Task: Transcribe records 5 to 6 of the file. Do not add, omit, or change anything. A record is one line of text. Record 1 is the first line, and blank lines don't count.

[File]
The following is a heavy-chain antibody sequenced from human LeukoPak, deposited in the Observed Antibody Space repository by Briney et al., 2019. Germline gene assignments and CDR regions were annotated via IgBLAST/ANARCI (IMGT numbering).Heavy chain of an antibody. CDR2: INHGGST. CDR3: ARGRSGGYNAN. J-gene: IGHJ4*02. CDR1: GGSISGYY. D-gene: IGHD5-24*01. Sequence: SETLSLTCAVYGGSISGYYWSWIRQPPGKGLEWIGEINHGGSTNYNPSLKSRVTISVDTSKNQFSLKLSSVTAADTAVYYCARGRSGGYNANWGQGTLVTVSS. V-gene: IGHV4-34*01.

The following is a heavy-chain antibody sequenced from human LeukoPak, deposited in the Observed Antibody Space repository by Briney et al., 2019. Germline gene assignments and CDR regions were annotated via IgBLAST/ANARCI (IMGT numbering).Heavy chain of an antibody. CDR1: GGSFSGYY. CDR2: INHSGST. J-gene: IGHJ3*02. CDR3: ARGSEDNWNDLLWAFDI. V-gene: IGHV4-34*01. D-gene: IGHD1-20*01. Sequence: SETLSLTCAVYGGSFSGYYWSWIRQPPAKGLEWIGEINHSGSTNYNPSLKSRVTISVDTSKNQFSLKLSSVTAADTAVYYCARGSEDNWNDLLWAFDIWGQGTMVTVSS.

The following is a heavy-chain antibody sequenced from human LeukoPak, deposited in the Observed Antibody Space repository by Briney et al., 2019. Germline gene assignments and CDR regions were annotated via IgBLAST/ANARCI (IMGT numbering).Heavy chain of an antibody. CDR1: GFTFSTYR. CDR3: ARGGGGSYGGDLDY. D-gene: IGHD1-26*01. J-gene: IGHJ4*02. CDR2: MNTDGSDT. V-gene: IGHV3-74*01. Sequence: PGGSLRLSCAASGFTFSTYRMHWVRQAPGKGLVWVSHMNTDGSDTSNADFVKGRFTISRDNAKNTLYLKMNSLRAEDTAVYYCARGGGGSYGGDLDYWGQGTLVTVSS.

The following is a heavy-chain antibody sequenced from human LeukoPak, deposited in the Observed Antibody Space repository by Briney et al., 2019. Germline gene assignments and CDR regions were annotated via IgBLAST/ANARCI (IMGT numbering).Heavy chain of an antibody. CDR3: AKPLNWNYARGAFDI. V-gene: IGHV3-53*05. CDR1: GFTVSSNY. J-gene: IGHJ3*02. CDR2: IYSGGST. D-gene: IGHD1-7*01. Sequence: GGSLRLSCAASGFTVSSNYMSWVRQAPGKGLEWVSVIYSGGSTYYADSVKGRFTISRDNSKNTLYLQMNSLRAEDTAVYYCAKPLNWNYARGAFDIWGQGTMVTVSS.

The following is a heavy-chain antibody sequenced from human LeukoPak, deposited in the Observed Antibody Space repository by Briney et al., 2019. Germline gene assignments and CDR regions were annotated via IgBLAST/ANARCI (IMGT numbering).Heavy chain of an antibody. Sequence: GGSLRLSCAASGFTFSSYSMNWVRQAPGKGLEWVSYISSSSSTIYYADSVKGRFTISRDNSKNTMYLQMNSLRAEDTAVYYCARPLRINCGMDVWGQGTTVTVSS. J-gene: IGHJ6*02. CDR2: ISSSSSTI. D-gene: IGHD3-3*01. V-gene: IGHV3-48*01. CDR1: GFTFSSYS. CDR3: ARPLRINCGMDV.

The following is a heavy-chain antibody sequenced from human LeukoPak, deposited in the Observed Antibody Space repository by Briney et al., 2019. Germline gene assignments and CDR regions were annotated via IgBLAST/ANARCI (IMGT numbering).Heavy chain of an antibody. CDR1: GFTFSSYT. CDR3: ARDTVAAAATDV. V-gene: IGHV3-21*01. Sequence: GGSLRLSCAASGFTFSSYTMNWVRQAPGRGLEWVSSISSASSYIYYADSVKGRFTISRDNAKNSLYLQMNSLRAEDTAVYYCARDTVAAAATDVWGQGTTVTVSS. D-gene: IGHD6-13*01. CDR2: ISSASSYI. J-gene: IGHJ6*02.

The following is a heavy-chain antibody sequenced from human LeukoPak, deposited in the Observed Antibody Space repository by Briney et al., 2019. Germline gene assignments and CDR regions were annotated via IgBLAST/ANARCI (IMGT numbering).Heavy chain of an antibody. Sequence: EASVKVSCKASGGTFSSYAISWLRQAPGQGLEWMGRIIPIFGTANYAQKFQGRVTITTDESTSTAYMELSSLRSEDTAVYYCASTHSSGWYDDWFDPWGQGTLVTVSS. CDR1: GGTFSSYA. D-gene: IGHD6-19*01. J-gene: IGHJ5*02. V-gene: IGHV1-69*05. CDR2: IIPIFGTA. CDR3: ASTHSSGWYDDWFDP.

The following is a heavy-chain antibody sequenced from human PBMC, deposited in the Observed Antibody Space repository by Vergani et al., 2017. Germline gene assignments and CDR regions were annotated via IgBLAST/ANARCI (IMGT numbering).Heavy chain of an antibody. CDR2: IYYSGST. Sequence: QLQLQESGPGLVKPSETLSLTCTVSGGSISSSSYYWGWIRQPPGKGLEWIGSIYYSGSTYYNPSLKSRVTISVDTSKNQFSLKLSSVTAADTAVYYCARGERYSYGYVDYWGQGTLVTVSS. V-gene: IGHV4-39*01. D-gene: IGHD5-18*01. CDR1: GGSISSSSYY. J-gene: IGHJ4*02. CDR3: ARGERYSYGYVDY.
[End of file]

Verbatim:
The following is a heavy-chain antibody sequenced from human LeukoPak, deposited in the Observed Antibody Space repository by Briney et al., 2019. Germline gene assignments and CDR regions were annotated via IgBLAST/ANARCI (IMGT numbering).Heavy chain of an antibody. Sequence: GGSLRLSCAASGFTFSSYSMNWVRQAPGKGLEWVSYISSSSSTIYYADSVKGRFTISRDNSKNTMYLQMNSLRAEDTAVYYCARPLRINCGMDVWGQGTTVTVSS. J-gene: IGHJ6*02. CDR2: ISSSSSTI. D-gene: IGHD3-3*01. V-gene: IGHV3-48*01. CDR1: GFTFSSYS. CDR3: ARPLRINCGMDV.

The following is a heavy-chain antibody sequenced from human LeukoPak, deposited in the Observed Antibody Space repository by Briney et al., 2019. Germline gene assignments and CDR regions were annotated via IgBLAST/ANARCI (IMGT numbering).Heavy chain of an antibody. CDR1: GFTFSSYT. CDR3: ARDTVAAAATDV. V-gene: IGHV3-21*01. Sequence: GGSLRLSCAASGFTFSSYTMNWVRQAPGRGLEWVSSISSASSYIYYADSVKGRFTISRDNAKNSLYLQMNSLRAEDTAVYYCARDTVAAAATDVWGQGTTVTVSS. D-gene: IGHD6-13*01. CDR2: ISSASSYI. J-gene: IGHJ6*02.